A report in Property Wire highlights the fact that world-class cities are attracting global billionaires, who are investing their wealth in real estate, and by doing so are creating a new super class of prime real estate.
Apparently, the value of real estate has increased by up to 10% during the first six months of this year in the top 10 world-class cities, according to data published by Savills. It’s no surprise to learn that Hong Kong is in first place, with prices that have increased by an amazing 83% between December 2005 and December 2010. Property prices have increased by another 10% to the end of June 2011 and now cost £6,700 a square foot. Tokyo is in second place with property prices costing £5,190 a square foot, with Paris coming in third at £3,270 a square foot and London fourth at £3,090.
While these costs are pretty staggering, it’s the emerging markets that are seeing prices increase by the highest percentage. Prices in Russia have increased by 110% between December 2005 and December 2010, and have seen prices increase by 2% during the first six months of this year. Property now costs £2,520 a square foot.
Prices in Singapore have increased by 144% between 2005 and 2010, and by an amazing 16% this year, while real estate prices in Mumbai have increased by 138% and by 7% during the same time period.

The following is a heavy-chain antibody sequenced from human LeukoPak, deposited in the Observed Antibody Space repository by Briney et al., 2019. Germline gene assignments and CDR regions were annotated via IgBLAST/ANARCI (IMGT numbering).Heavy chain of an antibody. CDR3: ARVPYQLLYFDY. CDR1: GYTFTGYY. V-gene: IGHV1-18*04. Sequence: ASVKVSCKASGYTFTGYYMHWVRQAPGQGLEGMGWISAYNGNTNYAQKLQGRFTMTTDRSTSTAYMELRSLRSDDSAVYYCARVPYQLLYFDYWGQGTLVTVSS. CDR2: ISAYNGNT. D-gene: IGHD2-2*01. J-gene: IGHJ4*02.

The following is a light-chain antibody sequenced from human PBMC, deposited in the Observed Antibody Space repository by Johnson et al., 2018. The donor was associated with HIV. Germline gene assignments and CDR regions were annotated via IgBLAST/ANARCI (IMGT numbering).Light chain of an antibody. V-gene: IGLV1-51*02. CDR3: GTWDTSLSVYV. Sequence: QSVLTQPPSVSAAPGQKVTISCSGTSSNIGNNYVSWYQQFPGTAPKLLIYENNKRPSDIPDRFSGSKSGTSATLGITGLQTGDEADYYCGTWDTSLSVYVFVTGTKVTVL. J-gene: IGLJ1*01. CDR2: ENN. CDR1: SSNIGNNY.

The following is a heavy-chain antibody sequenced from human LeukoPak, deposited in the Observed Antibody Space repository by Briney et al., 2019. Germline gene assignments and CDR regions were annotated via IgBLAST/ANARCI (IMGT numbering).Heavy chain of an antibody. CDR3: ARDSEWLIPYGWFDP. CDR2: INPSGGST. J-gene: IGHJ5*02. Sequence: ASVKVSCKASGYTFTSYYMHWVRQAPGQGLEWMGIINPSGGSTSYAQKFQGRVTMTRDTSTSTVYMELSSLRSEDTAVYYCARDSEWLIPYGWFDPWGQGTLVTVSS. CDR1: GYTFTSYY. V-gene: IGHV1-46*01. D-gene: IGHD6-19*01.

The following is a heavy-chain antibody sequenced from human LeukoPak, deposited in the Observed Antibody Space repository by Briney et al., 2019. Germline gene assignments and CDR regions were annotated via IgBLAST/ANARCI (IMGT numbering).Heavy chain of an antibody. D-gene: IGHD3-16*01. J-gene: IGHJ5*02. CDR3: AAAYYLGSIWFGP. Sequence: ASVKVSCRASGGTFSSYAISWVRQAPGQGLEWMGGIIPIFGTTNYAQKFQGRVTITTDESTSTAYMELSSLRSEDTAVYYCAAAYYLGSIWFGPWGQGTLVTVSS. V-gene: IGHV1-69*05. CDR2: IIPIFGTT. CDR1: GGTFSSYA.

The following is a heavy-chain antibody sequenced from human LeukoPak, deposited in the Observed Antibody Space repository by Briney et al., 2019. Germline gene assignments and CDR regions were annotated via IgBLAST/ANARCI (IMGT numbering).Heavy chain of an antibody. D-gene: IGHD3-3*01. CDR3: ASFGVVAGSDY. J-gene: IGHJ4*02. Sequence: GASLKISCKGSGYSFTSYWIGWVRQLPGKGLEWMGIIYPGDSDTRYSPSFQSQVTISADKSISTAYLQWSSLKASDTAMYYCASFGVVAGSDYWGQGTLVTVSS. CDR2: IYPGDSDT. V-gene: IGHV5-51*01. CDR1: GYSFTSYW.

Prices of luxury property has increased by an average of 10% during the first six months of 2011, compared to an average increase of 6% for median priced properties in the same cities. Global billionaires tend to have several residences, although most will have a base from which to do business. However Savills property index did make an interesting observation, as most of us imagine the super wealthy to have huge homes but apparently this isn’t always true.
Billionaires living in the most expensive city in the index, in Hong Kong, tend to have homes averaging just 5,000 ft.², and those living in Moscow have even smaller homes at an average of 4600 ft.². This isn’t the case in Sydney where homes of billionaires average almost 20,000 ft.², and also somewhat surprisingly in Tokyo, where in spite of the high prices the average home of a billionaire is around 16,000 ft.². A property of this size would cost around £83 million.